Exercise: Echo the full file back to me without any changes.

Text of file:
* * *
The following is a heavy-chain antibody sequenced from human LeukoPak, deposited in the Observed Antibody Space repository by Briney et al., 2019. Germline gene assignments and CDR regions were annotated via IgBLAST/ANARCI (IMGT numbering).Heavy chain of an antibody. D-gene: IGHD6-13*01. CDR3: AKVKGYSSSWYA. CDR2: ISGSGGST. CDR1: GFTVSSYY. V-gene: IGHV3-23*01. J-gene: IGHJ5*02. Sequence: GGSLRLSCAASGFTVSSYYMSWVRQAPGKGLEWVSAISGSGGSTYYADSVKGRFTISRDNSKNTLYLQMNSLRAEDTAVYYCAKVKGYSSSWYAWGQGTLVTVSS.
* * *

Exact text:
The following is a heavy-chain antibody sequenced from human LeukoPak, deposited in the Observed Antibody Space repository by Briney et al., 2019. Germline gene assignments and CDR regions were annotated via IgBLAST/ANARCI (IMGT numbering).Heavy chain of an antibody. D-gene: IGHD6-13*01. CDR3: AKVKGYSSSWYA. CDR2: ISGSGGST. CDR1: GFTVSSYY. V-gene: IGHV3-23*01. J-gene: IGHJ5*02. Sequence: GGSLRLSCAASGFTVSSYYMSWVRQAPGKGLEWVSAISGSGGSTYYADSVKGRFTISRDNSKNTLYLQMNSLRAEDTAVYYCAKVKGYSSSWYAWGQGTLVTVSS.